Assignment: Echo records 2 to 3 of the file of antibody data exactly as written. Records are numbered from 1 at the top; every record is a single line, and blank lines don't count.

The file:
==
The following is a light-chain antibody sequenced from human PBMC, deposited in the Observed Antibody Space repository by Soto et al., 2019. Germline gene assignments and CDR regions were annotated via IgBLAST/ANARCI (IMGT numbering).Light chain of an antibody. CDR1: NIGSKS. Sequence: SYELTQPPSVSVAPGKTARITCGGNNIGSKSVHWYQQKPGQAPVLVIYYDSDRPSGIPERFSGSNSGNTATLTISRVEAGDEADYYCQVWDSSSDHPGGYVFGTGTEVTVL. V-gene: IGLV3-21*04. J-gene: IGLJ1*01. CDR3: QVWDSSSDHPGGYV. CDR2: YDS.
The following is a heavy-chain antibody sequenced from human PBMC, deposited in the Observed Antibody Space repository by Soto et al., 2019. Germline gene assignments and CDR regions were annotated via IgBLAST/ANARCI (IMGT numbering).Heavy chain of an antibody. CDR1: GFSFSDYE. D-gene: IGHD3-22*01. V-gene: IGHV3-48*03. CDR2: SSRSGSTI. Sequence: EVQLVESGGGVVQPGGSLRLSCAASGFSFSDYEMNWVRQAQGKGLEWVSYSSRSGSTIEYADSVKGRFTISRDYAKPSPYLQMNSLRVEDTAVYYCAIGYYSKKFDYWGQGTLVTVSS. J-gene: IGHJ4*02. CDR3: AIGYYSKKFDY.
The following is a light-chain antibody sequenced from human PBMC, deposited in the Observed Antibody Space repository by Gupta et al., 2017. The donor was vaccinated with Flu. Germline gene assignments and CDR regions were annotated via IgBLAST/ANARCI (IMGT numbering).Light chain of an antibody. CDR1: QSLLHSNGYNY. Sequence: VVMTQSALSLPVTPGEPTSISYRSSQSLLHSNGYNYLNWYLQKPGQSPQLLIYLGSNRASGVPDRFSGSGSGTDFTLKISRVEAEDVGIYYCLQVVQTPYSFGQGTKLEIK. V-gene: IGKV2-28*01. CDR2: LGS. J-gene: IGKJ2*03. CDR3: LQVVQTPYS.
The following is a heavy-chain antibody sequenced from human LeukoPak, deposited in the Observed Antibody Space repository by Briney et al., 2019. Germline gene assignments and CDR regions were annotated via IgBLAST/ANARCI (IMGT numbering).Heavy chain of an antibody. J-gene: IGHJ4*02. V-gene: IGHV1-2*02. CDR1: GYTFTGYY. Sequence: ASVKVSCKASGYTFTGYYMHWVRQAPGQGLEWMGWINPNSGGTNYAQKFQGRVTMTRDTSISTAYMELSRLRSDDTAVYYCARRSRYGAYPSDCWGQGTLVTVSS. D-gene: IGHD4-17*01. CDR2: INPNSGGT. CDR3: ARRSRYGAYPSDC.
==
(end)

The following is a heavy-chain antibody sequenced from human PBMC, deposited in the Observed Antibody Space repository by Soto et al., 2019. Germline gene assignments and CDR regions were annotated via IgBLAST/ANARCI (IMGT numbering).Heavy chain of an antibody. CDR1: GFSFSDYE. D-gene: IGHD3-22*01. V-gene: IGHV3-48*03. CDR2: SSRSGSTI. Sequence: EVQLVESGGGVVQPGGSLRLSCAASGFSFSDYEMNWVRQAQGKGLEWVSYSSRSGSTIEYADSVKGRFTISRDYAKPSPYLQMNSLRVEDTAVYYCAIGYYSKKFDYWGQGTLVTVSS. J-gene: IGHJ4*02. CDR3: AIGYYSKKFDY.
The following is a light-chain antibody sequenced from human PBMC, deposited in the Observed Antibody Space repository by Gupta et al., 2017. The donor was vaccinated with Flu. Germline gene assignments and CDR regions were annotated via IgBLAST/ANARCI (IMGT numbering).Light chain of an antibody. CDR1: QSLLHSNGYNY. Sequence: VVMTQSALSLPVTPGEPTSISYRSSQSLLHSNGYNYLNWYLQKPGQSPQLLIYLGSNRASGVPDRFSGSGSGTDFTLKISRVEAEDVGIYYCLQVVQTPYSFGQGTKLEIK. V-gene: IGKV2-28*01. CDR2: LGS. J-gene: IGKJ2*03. CDR3: LQVVQTPYS.